Environmentalists threaten suit over ballast rule
This excerpt is from Sheboygan Press
Environmental groups on Tuesday threatened to file another lawsuit in their long-running battle with the federal government over ballast water discharges from cargo ships blamed for spreading invasive species in the Great Lakes and other U.S. waters.
Representatives of five organizations issued the warning on the final day of a public comment period on a regulation the Environmental Protection Agency proposed last fall. It would require oceangoing commercial vessels to install technology strong enough to kill at least some of the fish, mussels and even microorganisms such as viruses that lurk in ballast water before it's dumped into harbors after ships arrive in port. Environmentalists want tougher standards that would leave nothing alive in the water.
Ballast helps keep ships upright in rough waters. The EPA requires ocean vessels to exchange their ballast water at sea or rinse the tanks if empty to kill freshwater organisms, but some may survive in residual mud or pools of water.
The proposed rule is based on standards recommended by the International Maritime Organization, an arm of the United Nations, that the shipping industry says are achievable. Environmentalists say they are inadequate. They contend water cleanliness standards 100 to 1,000 times as strong are needed to kill virtually all organisms and prevent more attacks by invaders such as zebra and quagga mussels, which have seriously damaged Great Lakes ecosystems and cost an estimated $200 million a year for damage repairs and control measures.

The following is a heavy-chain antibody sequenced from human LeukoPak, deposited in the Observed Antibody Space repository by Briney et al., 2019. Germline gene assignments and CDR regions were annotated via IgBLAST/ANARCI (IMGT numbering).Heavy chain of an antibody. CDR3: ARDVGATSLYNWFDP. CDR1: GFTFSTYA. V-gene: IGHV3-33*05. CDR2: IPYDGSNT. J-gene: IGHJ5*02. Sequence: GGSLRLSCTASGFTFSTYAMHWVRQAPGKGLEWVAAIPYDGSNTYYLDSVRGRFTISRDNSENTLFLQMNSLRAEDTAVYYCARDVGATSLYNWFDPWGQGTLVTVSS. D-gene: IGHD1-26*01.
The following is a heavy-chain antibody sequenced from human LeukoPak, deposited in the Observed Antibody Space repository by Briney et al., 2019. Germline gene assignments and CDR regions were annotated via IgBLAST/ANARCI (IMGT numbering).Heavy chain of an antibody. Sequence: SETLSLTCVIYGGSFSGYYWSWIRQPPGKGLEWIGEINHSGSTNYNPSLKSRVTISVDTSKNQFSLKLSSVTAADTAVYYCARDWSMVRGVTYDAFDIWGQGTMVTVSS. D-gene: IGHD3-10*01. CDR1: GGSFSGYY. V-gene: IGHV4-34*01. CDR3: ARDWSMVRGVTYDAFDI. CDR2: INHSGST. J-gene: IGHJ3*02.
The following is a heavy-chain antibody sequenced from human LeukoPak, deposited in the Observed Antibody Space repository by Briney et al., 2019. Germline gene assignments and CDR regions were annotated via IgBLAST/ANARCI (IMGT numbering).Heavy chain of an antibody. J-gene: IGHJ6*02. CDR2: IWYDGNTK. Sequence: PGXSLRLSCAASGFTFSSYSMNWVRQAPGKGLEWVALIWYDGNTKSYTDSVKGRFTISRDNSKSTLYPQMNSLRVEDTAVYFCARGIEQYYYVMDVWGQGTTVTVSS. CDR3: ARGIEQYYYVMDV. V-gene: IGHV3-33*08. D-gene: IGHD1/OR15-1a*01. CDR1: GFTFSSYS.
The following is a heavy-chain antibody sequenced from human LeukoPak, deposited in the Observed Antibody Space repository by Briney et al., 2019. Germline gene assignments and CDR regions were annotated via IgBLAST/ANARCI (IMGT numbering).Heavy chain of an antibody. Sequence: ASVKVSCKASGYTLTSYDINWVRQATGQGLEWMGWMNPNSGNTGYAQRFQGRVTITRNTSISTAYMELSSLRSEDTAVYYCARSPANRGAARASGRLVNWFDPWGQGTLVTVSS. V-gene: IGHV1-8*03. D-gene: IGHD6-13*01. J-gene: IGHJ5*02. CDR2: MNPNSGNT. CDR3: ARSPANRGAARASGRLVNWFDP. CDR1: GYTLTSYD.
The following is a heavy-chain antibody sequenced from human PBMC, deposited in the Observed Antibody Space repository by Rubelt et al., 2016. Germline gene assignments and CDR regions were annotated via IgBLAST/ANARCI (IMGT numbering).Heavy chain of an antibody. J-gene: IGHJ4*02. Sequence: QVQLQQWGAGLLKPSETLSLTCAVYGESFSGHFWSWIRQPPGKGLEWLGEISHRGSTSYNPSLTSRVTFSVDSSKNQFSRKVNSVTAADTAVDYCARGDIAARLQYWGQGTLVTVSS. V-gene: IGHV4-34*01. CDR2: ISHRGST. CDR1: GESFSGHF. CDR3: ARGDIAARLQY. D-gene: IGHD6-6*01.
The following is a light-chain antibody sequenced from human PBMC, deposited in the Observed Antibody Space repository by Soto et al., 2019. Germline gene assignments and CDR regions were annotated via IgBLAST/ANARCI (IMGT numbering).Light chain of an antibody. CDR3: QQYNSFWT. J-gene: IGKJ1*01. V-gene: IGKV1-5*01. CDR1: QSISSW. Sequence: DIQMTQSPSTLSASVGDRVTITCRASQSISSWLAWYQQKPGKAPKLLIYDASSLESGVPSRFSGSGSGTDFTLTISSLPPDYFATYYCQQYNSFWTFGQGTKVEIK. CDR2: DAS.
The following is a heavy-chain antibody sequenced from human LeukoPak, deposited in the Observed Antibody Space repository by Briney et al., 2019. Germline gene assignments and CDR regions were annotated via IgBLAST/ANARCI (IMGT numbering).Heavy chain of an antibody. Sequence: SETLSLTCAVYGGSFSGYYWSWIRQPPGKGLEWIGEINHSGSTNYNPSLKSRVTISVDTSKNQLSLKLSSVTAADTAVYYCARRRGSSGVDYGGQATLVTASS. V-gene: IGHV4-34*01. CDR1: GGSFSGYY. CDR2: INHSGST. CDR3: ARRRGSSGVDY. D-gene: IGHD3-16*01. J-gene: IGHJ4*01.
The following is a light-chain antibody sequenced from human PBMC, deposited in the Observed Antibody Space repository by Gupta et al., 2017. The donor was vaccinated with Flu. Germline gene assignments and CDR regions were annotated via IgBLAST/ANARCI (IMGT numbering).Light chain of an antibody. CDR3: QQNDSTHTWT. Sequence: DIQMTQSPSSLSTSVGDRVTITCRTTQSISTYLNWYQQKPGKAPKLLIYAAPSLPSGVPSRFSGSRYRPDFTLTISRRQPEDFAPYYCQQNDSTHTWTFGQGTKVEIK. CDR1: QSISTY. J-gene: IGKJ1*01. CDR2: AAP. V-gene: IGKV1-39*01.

The mussels clog water intake pipes, gobble plankton crucial to aquatic food chains and enable sunlight to penetrate deeper into the water column, contributing to growth of nuisance algae linked to botulism outbreaks that have killed thousands of shore birds.
"Invasive species are living pollution," said Thom Cmar, an attorney with the National Resources Defense Council. "If they can find each other and breed and multiply after they are dumped into a lake or coastal area, then it doesn't matter how few organisms were put there by the vessels in the first place."
Some states have their own ballast water requirements. In New York, rules scheduled to take effect in 2013 would set live-organism limits 100 times stronger than the international ones, while California is phasing in standards 1,000 times tougher.
Shipping groups say technology to meet those standards doesn't exist. A report issued last year by EPA's Science Advisory Board agreed. The industry contends if New York proceeds with its rule, international shipping will grind to a halt in the Great Lakes region because vessels must go through New York waters to reach the lakes.
The American Great Lakes Ports Association, which represents public port authorities on the U.S. side of the lakes, supports EPA's proposal but believes shipping companies should get more time to install ballast treatment equipment than the rule would allow, Executive Director Steve Fisher said. Environmentalists say the timeline is already too lenient. It would require installation to begin with a vessel's first dry-docking after 2014 or 2016, depending on its size.
"You can only ask the shipping companies to do what is possible," Fisher said. "The longer we keep debating what these rules are going to be, the longer no one does anything. We've gotten to the point where we're making the perfect the enemy of the good."
Environmentalists say the same methods used to treat municipal drinking water, such as chlorination, filtration and heat, could achieve the results they want.
"Half-measures will not cut it," said Marc Smith of the National Wildlife Federation. "We have solutions. It is time to use them."